If you blinked you missed it, that brief moment in time earlier this week when compassion for the suffering caused by the flooding in Texas put angst over political and social divides on the back burner.
How inspiring it was to see people pitching in to help each other deal with the property destruction and, often, life-or-death situations created by Hurricane Harvey.
We of the Johnstown area have a special kinship with victims of flooding. Many of us have experienced it firsthand here. Most others at least have read about our flood history.
We watched the events in Texas with vicarious horror and prayed for the affected.
Yes, it reaffirmed one’s faith in society to see the community spirit in Houston and environs.
And it was a crude slap in the face when outsiders, and some on the scene, were quick to shatter the uplifting mood.
Consider University of Tampa sociology professor Ken Storey, who took to Twitter on Sunday night to say, basically, Texas deserved it because the state voted for Donald Trump for president.
Given chances to walk it back, Storey doubled down that Florida, where he presumably lives while teaching at Tampa, deserves whatever national disasters might befall it, too, as punishment for supporting Trump.
Storey finally came to his senses and offered a standard apology. Too late. His employer gave him his walking papers Tuesday. Now Storey is free to wander in search of his socialist utopia.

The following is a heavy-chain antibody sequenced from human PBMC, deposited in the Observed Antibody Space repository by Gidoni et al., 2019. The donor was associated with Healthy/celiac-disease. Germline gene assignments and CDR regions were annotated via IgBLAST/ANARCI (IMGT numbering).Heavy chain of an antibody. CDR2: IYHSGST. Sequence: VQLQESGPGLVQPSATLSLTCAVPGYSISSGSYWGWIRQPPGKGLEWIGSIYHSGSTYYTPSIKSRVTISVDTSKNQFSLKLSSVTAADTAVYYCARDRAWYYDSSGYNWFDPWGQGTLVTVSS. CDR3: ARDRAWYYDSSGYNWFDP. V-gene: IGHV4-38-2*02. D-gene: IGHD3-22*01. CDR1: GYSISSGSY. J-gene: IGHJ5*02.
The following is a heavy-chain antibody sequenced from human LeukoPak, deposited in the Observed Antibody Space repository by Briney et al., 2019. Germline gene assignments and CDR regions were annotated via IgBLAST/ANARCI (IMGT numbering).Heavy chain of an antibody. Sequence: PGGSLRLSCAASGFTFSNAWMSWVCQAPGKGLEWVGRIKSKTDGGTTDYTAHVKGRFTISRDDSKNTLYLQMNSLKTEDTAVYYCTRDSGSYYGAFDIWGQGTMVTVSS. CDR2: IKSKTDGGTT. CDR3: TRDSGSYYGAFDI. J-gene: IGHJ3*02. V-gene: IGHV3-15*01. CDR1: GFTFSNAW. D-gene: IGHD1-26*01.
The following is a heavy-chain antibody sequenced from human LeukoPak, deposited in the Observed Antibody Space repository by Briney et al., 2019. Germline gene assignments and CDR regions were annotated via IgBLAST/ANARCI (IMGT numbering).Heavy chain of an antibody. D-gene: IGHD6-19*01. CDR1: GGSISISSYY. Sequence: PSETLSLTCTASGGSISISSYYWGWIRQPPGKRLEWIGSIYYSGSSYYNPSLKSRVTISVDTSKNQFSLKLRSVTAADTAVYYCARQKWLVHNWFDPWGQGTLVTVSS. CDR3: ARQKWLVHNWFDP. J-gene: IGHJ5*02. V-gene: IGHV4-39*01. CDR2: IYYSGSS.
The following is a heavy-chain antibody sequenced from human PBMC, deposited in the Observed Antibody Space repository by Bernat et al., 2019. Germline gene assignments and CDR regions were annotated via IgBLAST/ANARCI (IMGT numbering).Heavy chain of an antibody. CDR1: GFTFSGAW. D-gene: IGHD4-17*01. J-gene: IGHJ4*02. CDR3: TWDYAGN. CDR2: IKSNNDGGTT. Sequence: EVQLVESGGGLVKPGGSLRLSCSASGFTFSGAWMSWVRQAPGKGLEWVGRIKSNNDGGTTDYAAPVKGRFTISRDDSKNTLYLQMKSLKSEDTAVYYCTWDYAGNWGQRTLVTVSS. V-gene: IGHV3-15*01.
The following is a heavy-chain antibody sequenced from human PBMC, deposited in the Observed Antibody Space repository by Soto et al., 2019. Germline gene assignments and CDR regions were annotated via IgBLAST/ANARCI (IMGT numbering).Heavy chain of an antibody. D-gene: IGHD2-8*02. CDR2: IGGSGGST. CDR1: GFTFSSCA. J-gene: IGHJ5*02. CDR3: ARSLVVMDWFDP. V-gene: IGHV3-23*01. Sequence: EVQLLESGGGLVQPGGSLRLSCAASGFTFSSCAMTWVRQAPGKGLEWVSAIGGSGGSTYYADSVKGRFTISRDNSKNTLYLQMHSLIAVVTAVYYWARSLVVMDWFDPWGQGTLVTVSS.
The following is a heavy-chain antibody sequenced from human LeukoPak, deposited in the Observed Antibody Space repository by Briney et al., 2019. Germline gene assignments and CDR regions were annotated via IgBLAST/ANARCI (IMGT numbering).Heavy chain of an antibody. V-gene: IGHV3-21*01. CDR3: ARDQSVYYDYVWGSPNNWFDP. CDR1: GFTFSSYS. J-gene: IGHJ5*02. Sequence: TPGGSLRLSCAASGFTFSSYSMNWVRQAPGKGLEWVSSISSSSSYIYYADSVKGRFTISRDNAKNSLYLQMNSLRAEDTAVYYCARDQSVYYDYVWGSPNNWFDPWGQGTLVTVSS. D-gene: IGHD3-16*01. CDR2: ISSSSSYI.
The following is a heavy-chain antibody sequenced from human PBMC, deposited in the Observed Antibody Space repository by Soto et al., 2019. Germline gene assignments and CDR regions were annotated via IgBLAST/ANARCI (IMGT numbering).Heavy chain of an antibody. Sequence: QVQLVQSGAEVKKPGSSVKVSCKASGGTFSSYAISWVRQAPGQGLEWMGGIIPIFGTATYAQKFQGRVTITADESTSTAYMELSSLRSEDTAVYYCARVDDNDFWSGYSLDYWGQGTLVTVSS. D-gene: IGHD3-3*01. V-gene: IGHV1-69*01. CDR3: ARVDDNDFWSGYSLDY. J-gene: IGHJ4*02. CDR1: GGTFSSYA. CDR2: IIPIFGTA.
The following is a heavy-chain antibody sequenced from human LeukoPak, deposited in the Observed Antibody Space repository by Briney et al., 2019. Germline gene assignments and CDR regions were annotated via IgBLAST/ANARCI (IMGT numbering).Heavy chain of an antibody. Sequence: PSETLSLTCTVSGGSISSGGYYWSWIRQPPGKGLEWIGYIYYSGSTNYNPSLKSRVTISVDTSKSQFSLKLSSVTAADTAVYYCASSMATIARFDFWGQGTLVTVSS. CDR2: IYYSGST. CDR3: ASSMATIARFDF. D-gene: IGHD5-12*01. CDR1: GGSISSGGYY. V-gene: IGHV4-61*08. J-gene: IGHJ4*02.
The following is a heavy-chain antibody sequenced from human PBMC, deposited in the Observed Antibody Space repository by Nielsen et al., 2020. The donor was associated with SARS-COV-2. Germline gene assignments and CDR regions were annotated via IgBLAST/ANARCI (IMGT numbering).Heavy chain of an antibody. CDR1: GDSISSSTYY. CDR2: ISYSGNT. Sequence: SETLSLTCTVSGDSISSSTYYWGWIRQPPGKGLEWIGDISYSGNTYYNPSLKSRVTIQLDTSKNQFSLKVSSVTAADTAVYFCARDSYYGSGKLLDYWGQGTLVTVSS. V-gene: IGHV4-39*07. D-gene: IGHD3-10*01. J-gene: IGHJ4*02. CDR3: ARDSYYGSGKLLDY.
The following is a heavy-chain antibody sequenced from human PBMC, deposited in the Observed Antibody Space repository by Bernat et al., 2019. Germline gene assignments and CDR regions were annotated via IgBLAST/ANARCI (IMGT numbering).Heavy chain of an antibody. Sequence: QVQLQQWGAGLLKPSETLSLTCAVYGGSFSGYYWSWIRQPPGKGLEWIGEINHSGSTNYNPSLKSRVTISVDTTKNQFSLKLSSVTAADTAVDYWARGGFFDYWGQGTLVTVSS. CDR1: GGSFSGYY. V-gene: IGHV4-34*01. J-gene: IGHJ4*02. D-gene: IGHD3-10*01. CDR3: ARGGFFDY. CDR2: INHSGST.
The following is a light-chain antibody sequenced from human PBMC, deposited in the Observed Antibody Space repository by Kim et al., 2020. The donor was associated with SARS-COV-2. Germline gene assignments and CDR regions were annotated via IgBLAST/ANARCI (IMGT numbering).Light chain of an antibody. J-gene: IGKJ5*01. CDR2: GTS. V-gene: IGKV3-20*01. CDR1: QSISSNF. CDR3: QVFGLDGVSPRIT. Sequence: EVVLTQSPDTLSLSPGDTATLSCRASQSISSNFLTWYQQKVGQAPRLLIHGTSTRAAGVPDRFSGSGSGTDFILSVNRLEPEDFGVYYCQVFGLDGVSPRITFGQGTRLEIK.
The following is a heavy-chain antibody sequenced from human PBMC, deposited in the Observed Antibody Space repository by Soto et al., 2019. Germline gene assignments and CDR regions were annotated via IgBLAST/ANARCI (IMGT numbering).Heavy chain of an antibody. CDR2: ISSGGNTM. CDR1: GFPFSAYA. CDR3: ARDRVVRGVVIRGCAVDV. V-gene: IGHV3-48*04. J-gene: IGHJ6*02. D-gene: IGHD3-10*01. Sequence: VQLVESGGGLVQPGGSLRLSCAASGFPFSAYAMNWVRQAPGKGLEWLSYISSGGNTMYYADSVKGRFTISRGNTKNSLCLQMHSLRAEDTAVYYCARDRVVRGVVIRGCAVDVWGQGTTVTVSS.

Presumably Storey will pull a Kathy Griffin and walk back his apology. You remember Griffin, the C-list comedian who thought it was a good idea to do a photo shoot with what seemed to be the bloody head of Trump.
Even some in the hard left thought Griffin went too far.
She cried, embarked on the talk-show circuit seeking sympathy, then apologized multiple times. Now, from the distance of Australia, Griffin, in a desperate ploy for attention, is taking back those apologies.
Maybe the terminally tone-deaf Griffin is working on some zingers for the Harvey victims.
How disappointed she will be to find that Storey beat her to it. The not-so-good professor was but one example of mean-spirited, inhuman commentary spawned by the tragedy of Harvey.
The social media manager of Charitable Humans, a self-described “progressive tax-exempt nonprofit organization seeking new and innovative approaches to address issues in our world and advance humanitarian causes,” apparently was struck with amnesia regarding that mission statement before tweeting, “I just can’t bring myself to even consider providing aid to any red state, let them clean up their own mess.”
This bitter, misguided humanitarian added a bonus tweet that read: “Any state that elects a Republican needs to be incinerated, there have to be severe consequences.”
The professor and the inhumane humanitarian pegged the insensitivity meter. But they had many other competitors.
Even as the brave and community-spirited were trying to rescue their fellow citizens, the dregs of Houston society turned opportunistic and began looting stores.
ABC news reporter Tom Llamas tweeted that he had observed looting, launching a torrent of negative response on that largely unsocial media, mostly labeling Llamas a snitch. They were looting a supermarket after all. Merely looking for food in a tough situation, many theorized.